A Chilean Artist Burns $500 Million In Student Loan Debt From A Corrupt University
The only thing worse than owing money to your alma mater is owing money to a criminal operation passing itself off as your alma mater. That was the case for former students of Chile's Universidad del Mar, which was shut down by the government due to "financial irregularities," like money laundering, unpaid salaries, and shamelessly squeezing every last cent they could out of their students. Unfortunately, that last part was perfectly legal, and continued even after the university ceased operations. Despite being left with unfinished, useless degrees, students were still harassed to pay up for the education they only sort of received.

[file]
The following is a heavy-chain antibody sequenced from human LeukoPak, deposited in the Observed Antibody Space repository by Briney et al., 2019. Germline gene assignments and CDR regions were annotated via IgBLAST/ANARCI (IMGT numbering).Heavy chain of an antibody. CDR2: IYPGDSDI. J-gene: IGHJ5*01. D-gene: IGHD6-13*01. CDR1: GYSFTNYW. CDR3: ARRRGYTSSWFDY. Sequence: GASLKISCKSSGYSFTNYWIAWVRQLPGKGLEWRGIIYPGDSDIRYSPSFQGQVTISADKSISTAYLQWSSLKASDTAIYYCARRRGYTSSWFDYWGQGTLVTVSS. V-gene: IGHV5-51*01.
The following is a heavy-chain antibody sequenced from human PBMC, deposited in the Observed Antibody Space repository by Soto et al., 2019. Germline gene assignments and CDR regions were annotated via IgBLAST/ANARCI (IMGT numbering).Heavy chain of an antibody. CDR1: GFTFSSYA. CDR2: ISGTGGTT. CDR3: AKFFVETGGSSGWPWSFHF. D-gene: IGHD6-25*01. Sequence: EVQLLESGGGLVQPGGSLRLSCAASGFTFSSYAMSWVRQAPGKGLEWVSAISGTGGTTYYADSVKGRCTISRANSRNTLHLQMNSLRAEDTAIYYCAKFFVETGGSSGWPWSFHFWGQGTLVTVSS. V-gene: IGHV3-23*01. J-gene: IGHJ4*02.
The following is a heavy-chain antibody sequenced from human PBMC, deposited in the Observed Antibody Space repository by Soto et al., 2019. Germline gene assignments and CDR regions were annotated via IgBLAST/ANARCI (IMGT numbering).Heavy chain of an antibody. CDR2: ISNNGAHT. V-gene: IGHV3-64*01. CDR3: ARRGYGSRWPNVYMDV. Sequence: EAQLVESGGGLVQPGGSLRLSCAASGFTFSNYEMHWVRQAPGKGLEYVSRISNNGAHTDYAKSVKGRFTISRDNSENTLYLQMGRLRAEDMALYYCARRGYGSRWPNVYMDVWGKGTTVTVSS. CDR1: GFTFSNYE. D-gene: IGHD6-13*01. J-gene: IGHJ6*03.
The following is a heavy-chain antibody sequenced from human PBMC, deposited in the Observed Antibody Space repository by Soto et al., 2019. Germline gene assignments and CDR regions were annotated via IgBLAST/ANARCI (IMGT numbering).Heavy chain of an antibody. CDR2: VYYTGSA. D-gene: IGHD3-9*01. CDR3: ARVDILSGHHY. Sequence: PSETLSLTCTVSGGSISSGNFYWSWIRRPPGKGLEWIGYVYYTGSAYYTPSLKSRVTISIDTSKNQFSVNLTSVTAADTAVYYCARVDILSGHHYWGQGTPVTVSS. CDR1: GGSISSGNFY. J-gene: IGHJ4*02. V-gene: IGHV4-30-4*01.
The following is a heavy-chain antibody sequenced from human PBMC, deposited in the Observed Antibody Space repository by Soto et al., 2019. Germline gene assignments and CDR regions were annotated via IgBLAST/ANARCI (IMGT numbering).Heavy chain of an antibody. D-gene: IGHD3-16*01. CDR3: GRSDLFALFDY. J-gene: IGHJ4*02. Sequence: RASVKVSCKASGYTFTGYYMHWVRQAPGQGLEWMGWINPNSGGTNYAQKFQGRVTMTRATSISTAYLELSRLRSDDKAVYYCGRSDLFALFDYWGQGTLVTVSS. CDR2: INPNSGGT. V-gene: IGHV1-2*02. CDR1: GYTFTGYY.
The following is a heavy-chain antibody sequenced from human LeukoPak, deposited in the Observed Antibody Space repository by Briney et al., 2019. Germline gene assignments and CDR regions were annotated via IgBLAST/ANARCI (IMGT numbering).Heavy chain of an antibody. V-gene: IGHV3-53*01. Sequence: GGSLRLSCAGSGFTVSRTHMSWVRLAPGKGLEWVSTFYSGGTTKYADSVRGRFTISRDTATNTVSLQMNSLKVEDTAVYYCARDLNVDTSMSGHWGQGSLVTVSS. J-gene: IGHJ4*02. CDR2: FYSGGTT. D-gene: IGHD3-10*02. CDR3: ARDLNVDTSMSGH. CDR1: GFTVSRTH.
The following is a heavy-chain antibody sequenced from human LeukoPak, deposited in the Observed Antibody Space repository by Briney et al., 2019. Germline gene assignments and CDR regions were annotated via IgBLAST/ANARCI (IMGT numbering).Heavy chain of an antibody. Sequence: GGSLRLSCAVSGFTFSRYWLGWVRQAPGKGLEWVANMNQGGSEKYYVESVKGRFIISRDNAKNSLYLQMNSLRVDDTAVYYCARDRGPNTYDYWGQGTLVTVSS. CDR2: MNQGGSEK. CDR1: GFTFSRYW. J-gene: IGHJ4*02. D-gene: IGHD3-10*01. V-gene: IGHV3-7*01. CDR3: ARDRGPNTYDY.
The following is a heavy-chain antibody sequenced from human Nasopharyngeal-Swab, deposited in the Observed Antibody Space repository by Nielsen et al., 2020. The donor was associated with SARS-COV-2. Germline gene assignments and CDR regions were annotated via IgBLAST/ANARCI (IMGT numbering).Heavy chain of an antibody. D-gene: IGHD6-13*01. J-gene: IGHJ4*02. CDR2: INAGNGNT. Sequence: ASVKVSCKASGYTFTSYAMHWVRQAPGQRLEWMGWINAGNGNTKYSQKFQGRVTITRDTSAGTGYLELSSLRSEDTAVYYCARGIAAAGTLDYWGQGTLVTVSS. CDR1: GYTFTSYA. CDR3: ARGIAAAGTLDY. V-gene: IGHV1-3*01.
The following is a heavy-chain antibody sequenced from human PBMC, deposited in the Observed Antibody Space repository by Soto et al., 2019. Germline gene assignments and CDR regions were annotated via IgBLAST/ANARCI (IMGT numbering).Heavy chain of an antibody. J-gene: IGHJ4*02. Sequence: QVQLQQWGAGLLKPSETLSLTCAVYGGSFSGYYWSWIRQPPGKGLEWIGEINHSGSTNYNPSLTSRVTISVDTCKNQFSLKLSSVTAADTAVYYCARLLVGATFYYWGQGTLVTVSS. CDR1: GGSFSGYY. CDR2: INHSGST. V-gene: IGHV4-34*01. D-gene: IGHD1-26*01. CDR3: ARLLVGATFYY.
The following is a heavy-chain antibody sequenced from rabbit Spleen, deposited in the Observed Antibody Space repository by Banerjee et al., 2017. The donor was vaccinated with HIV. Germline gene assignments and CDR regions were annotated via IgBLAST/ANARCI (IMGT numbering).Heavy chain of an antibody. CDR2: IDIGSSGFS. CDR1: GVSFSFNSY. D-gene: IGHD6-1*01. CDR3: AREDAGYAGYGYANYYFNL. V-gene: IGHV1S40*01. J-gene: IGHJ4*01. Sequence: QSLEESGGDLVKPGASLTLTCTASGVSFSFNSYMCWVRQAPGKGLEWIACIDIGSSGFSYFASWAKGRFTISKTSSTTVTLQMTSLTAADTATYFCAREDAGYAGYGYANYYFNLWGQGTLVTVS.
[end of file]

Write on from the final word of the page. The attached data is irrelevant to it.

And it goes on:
That didn't sit well with visual artist Francisco Tapia, who goes by the odd moniker Papas Fritas ("Fried Potatoes," i.e. "French Fries"). After studying the situation for a year, Papas Fritas managed to enter the school's facilities by claiming he was collecting material for an art project. And he was. It's just that the "material" happened to be $500 million in student debt notes, which he snuck out of the archives, and his "art project" consisted on setting them on fire.